Sleight Of Mouth

Sleight Of Mouth

Part of the function of this Communicating Excellence web page is to make NLP , Hypnotherapy and Coaching resources freely available for your learning and continued development. Free resources are of course really valuable but there is no substitute for experience.

If you choose to attend either our Newcastle upon Tyne NLP Practitioner beginning September or our Hypnotherapy Diploma you will get the experiential learning of many reframing processes that you can use in all contexts of your life now, back to Sleight Of Mouth.

In the same way you have been learning about the structure of subjective experience before you learned NLP or hypnotherapy, you will have already learned about ‘sleight of mouth‘ or reframing. and you already know how to and how this works – even if you are not fully aware of the structure consciously. This is an exemplification of some patterns Robert Dilts coded from what Richard Bandler was doing.

I was introduced and taught Sleight Of Mouth (SOM) as some 15 coded interventions. SOM is simply simply re-framing. This is my recollection of the patterns Ian introduced me to which I recall come all the way from a Connie Ray and Steve Andreas training in the nineties.

First here is a list in no particular order of the labels and then you can continue with the examples of the patterns while your teaching yourself the meaning to the labels.

SOM Labels

  1. prior cause
  2. chunking up/down/sideways and ‘logical level’
  3. change the frame size
  4. redefine
  5. consequence
  6. counter example
  7. another outcome
  8. reality strategy
  9. intention
  10. model of the world
  11. switch referential index
  12. apply to self
  13. hierarchy of criteria
  14. meta frame
  15. metaphor

Lets begin with making use of an operating belief and this is a model that classifies all problems ( all enablings too ) as either complex-equivalences ( CEq) or cause-effects (CEf). If you ‘act as if’ this model is true then all SOM acts to redefine or re-frame or simply soften up the implied cause-effects and / or complex-equivalents.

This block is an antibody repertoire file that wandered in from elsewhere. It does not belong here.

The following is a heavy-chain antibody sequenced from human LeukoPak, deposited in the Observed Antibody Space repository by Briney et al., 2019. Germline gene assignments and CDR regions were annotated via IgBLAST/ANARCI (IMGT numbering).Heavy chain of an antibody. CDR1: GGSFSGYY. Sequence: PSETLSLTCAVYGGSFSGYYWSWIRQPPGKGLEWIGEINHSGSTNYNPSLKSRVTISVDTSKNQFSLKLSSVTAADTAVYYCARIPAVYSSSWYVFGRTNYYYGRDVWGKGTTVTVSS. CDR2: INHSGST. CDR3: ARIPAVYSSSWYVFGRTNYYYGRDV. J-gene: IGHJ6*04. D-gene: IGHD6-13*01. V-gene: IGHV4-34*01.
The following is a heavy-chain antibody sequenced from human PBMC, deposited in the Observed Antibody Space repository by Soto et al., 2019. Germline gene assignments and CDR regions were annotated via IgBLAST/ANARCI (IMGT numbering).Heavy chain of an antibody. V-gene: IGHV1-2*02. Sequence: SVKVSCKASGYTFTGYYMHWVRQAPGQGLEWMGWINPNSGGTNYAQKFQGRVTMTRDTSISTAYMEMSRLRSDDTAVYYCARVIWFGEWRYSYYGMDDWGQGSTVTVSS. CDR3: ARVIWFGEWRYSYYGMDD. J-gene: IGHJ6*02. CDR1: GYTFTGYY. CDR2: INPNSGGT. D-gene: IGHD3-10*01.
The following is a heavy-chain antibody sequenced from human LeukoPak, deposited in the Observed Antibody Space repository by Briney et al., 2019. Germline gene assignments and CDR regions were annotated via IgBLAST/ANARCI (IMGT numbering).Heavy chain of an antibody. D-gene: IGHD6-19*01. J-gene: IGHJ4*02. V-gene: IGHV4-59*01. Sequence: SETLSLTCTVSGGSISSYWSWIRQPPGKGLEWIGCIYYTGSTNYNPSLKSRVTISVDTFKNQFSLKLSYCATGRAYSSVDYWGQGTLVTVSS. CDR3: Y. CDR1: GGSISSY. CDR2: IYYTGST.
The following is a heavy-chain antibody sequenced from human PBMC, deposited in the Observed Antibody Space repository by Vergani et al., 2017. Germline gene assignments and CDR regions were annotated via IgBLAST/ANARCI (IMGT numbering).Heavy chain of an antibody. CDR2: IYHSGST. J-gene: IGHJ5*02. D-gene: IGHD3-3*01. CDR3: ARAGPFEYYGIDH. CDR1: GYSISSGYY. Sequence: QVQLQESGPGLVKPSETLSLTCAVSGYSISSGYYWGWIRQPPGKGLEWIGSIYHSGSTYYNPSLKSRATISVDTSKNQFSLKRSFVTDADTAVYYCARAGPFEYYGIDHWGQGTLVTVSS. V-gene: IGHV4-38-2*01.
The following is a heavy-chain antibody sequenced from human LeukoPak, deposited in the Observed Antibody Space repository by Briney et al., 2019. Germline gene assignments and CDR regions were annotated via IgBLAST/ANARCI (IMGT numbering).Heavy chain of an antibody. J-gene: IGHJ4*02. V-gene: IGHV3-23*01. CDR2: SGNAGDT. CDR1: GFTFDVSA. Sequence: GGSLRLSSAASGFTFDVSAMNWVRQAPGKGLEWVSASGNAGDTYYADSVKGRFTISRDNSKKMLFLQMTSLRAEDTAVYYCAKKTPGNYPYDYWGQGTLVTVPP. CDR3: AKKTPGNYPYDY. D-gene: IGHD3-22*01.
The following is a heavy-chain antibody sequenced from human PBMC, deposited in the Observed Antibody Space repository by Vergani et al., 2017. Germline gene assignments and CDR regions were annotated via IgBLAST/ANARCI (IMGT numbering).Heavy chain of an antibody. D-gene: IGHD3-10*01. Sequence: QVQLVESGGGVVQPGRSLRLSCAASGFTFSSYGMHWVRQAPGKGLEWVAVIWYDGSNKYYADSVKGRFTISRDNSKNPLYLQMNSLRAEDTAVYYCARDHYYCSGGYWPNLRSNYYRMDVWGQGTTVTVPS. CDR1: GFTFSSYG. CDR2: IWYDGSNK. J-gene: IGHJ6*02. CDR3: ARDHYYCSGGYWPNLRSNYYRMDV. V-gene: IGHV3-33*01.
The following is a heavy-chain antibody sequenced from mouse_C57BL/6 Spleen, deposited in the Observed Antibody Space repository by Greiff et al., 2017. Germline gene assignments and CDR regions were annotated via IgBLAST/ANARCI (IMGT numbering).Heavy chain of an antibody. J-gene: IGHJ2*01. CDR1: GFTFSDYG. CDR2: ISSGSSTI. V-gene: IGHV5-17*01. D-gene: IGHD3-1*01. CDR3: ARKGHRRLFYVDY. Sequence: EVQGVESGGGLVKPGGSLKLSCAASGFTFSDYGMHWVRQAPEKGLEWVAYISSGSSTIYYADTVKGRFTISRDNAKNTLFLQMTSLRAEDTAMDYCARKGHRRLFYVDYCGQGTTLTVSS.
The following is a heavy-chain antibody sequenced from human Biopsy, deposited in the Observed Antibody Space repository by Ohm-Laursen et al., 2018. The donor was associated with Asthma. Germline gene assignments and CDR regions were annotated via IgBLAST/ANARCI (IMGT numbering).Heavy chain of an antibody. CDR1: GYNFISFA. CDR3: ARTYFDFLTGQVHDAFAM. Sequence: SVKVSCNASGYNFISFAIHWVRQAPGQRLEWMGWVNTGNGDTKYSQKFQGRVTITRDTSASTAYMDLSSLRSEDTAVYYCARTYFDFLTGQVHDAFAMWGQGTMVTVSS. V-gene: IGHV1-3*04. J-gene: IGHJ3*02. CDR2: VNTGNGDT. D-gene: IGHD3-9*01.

Do keep in mind ‘how’ you might use your tonality when delivering the responses; Its both what you say and how you say it.

SOM Examples

Here is the form of the ‘problem’ and possible SOM interventions.

some problem
som application 1“, “som application 2“, “som application 3

The intervention may deal with the ‘whole’ problem in one go or it may deal with aspects of the problem. It is your job to determine where this happens. Remember the structure of the problem in this model is CEf or CEq, by changing just one aspect of a part, the relationship within the whole must change at some level.

Smiling in that way me means he doesn’t like me“.

This is a complex equivalence statement. Here ‘smiling’ MEANS ‘not like’ and this can be addressed like this.

  1. Address ‘smiling’. “That’s not smiling that’s just stretching his face
  2. Address ‘not like’. “The way he’s looking at you – he thinks your OK
  3. Address it all. “No my friend, that means he fancies you!

1. Prior Cause
Address / explore a perceived cause ( what came before ) of the ‘problem’

I can’t learn very easily

Yes, you don’t seem in the right mood yet
What makes you perceive it in that particular way
You seem to have very easily learnt to say things like that

2. Chunking
Occurs in time and or space.
Differences ( chunk down ) / commonalities (chunk up) /
additional examples (chunk sideways)

Feeling this way stops me having fun

But having fun is a type of feeling” – chunk up
What exactly are you feeling?” – chunk down
Then touch something that makes you laugh” – chunk sideways
Sure, not at this exact instant in time” – chunk down
That’s just your perception” – chunk up

3. Change the Frame Size
Explore a smaller or larger part / aspect of the original ‘problem’

being fat means nobody loves me

Who are you comparing yourself against?
Are you seriously claiming to think that no one has ever or will ever love you?
Your ears are skinny
What do you mean when you say love

4. Redefine
To offer ‘another’ meaning to all or some of the parts of the ‘problem’

Arguing makes me have headaches

Are you saying differing opinions aren’t always particularly comfortable for you?
Arguing means you feel strongly about it
That head tension can be a real bummer

5. Consequence
what ‘may’ happen over time resulting from the ‘problem’

My problems stopped when I met you

Muaha Ha ha ha that’s what you think!!
Maybe your life is less unpredictable now
You used to have fun figuring things out
Your not as adventurous as you used to be

This topic is continued in the Resource section

kind regards
nigel hetherington
Excellence in Neuro-Linguistic-Programming and Hypnotherapy

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